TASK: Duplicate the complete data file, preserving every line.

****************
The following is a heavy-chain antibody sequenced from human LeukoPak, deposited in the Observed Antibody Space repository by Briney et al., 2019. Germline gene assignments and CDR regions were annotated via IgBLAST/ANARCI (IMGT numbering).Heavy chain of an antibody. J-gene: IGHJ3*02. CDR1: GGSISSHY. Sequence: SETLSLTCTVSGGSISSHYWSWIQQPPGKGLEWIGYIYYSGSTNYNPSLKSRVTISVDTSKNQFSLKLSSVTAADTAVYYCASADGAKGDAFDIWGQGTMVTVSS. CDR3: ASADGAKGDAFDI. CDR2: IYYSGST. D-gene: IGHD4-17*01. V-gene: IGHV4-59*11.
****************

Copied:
The following is a heavy-chain antibody sequenced from human LeukoPak, deposited in the Observed Antibody Space repository by Briney et al., 2019. Germline gene assignments and CDR regions were annotated via IgBLAST/ANARCI (IMGT numbering).Heavy chain of an antibody. J-gene: IGHJ3*02. CDR1: GGSISSHY. Sequence: SETLSLTCTVSGGSISSHYWSWIQQPPGKGLEWIGYIYYSGSTNYNPSLKSRVTISVDTSKNQFSLKLSSVTAADTAVYYCASADGAKGDAFDIWGQGTMVTVSS. CDR3: ASADGAKGDAFDI. CDR2: IYYSGST. D-gene: IGHD4-17*01. V-gene: IGHV4-59*11.